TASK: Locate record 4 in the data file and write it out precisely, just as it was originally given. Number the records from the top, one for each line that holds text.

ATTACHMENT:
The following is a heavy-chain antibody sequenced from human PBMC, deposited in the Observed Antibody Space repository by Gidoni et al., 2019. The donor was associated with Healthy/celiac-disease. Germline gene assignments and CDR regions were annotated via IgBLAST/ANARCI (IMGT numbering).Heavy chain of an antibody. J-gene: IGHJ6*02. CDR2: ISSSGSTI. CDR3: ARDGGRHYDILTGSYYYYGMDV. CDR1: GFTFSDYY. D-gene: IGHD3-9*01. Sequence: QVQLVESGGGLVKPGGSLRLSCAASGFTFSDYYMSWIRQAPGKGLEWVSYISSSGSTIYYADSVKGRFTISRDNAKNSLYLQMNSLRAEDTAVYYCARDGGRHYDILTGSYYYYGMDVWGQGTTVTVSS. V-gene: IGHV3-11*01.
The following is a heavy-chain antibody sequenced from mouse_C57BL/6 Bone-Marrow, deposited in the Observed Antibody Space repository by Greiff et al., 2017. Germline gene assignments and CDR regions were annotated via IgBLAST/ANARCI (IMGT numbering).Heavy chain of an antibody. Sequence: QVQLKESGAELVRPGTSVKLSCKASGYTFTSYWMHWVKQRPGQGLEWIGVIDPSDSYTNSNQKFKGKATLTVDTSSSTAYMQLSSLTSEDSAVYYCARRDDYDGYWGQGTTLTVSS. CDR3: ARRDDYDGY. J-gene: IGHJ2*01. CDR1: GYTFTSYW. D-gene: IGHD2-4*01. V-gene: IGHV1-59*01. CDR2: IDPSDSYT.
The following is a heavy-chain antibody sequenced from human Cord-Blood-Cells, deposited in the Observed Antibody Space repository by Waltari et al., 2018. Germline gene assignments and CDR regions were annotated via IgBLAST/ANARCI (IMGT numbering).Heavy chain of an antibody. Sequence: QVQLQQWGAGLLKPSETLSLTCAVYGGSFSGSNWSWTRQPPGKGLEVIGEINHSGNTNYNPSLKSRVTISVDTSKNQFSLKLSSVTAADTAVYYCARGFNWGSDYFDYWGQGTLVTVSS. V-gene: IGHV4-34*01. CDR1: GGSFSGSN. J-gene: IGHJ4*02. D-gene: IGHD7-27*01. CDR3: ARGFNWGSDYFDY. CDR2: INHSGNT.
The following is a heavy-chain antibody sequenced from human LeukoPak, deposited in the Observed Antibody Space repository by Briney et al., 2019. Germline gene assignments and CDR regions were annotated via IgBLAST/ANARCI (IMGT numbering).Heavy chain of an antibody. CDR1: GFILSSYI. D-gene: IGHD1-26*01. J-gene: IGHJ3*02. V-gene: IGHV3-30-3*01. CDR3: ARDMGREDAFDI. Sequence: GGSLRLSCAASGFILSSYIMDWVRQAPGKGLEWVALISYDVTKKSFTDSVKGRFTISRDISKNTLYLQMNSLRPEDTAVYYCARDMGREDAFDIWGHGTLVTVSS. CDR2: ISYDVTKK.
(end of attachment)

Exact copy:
The following is a heavy-chain antibody sequenced from human LeukoPak, deposited in the Observed Antibody Space repository by Briney et al., 2019. Germline gene assignments and CDR regions were annotated via IgBLAST/ANARCI (IMGT numbering).Heavy chain of an antibody. CDR1: GFILSSYI. D-gene: IGHD1-26*01. J-gene: IGHJ3*02. V-gene: IGHV3-30-3*01. CDR3: ARDMGREDAFDI. Sequence: GGSLRLSCAASGFILSSYIMDWVRQAPGKGLEWVALISYDVTKKSFTDSVKGRFTISRDISKNTLYLQMNSLRPEDTAVYYCARDMGREDAFDIWGHGTLVTVSS. CDR2: ISYDVTKK.